I don't buy the "Batman is the reality" line either, David. I think that sometimes Bruce gets lost in the mask, and identity, of Batman; but Bruce is essential. Of course when you get to someone like Spider-Man, the character is ALWAYS Peter Parker, mask or not.Re: giving readers classic heroes, I agree. It must be very disorienting for movie fans to pick up the books and fall into a world that doesn't relate to what they know.
The Rebirth Flash is so busy with training new speedsters that the death of his mother is rarely mentioned. He comes across as a pretty classic version as does Aquaman. DC seems more like a single cohesive line of comics where Marvel appears more scattershot. That being said Marvel did announce their new imprint is Monsters Unleashed so I expect a certain Mr. DeMatteis to dust off his Man-Thing proposals to get Marvel to do the right thing.
So...much...dust....! HAKK! HAKK!
I'm pretty surer Monsters Unleashed is just going to be the work of Cullen Bunn.I can't tell you anything from the TV series, but as a long time comic reader I can say this (and I hope you read this, soak it in, and think because I genuinely mean it), Barry Allen is the absolutely worst role model in comics.Seriously. And here are the reasons ( I really hope yu read and take this in)....1.He is just aggressively dull. I hate the fact that this show has people have him being compared to Peter, because Peter Parker is always interesting. It isn't his fault, he was created in the 50s, and unlike some of his compatriots, no one directly addressed that. It was his brand. Then after CRISIS, he was built up as so much there was little wiggle room.However, Wally West and Jay Garrick both found a way to be wholesome flashes, and interesting.And really, no one should want there kids to grow up to be dull.2. He is a deadbeat dad. He was presumed dead in CRISIS, and they revealed that Iris had been pregnant with the Tornado Twins. Then they bring him back, and he makes no attempt to travel forward and raise his kids, or even get to know him.3. He committed mind-rape multiple times. He was the deciding vote in the mind wipe of Dr. Light, but after that he just started grabbing his rogues and demanding Zatanna "clean up their brains." Actual plot line.4. He committed mass, mass, mass murder four times. In Flashpoint he undoes that universe, fine. It was on the edge of Nuclear Armageddon, it still exists in some dimension, and i was horrifying and caused by a murder altering history. However he then combines the DC universe, Wildstorm, and Vertigo universes. Essentially destroying those three to create the new one. Every person in those universe ceased to exist, and many of its citizens got no counterpart, even.5. He was incredibly callous about the death of one of his long time colleges. At one point, in a major event, Hal Jordan expresses dismay at hat had happened to Green Arrow. Flash then shrugs it off, and says he didn't like what Ollie did to him, you know show him that black people have problems. If that sounds like a reach, well...6. Barry is kind of racist. In a Justice League issue penned by Gerry Conway, Green Arrow nominated Black Lightning for membership, at which point Barry says that he doesn't want "some token black on the team."Barry Allen is an awful, and ironically still really, really dull. Weirdest of all, every time they try to fix the problem, he just seems to come off like he should be in Watchmen, or something.Jack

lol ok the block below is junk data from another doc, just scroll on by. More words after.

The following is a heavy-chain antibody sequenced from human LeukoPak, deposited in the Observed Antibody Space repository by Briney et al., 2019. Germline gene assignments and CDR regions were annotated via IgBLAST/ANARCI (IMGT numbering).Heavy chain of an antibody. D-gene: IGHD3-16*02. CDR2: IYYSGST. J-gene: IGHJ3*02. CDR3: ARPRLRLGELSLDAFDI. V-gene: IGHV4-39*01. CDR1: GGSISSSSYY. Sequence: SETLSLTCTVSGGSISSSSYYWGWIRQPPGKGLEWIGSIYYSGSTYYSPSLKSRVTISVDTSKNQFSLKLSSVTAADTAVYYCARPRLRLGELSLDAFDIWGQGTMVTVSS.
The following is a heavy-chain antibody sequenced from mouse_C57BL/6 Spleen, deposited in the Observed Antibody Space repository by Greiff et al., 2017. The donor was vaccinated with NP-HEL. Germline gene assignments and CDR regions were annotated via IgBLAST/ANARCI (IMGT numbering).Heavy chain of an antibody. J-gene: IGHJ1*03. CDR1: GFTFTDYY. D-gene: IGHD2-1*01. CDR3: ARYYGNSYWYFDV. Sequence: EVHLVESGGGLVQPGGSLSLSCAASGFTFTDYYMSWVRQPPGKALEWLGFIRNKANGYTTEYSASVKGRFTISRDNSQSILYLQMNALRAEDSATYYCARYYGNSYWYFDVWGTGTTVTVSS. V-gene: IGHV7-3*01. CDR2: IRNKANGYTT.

Also, I don't think that Peter Parker is quite that simple.Yes it is always Peter Parker, but I always felt that the Spider-man mask made him even more Peter Parker, when not constrained by normal social norms. The one who isn't tied down. The anti-social, joker, sometimes jackass, rude, passionate, disrespectful, courageous, loving, nut job he always was inside... but couldn't quite access due to social pressures and obligations, or whatever.In fact, I remember a theory (presented by Pete himself) that all the joking around was a way of showing off, to all the kids who mocked him, and then the world at large.So, yeah, its always Peter Parker, but who is to say that means its is a constant in mask and out.Jack
Douglas, I'm agreed with your point about characters like Flash having a more 'classic' feel. Feels like that's the case across the board at DC.It will be interesting to see how Marvel reacts to DC Rebirth's success, especially at a time when they've pretty much taken all their classic characters off the table. --David
Jack, I'm not really that up on Barry Allen's history, so I can't speak to the specifics of your argument. My first entry into the world of the Flash was Wally West, and he has always been my favorite. But honestly, I love them all. Most of my opinions about the kind of hero Barry Allen is, or rather was, were formed at a time when Wally was trying to live up to his legacy. So, you know, twenty years of comics with Wally going, "Man, Uncle Barry was great, wasn't he?"So I'm probably conditioned on some level to feel protective of Barry, like he's some dear departed relative of mine. :)I'm really enjoying the current FLASH series about the Speed Force storm and Godspeed. There's a scene where Barry apprehends some Speed Force thugs and tries to find them help in dealing with their powers, instead of locking them up and throwing away the key. So for the time being, he seems like a good role model to me. That's certainly the kind of compassion I hope I'm striving toward, some days more than others! --David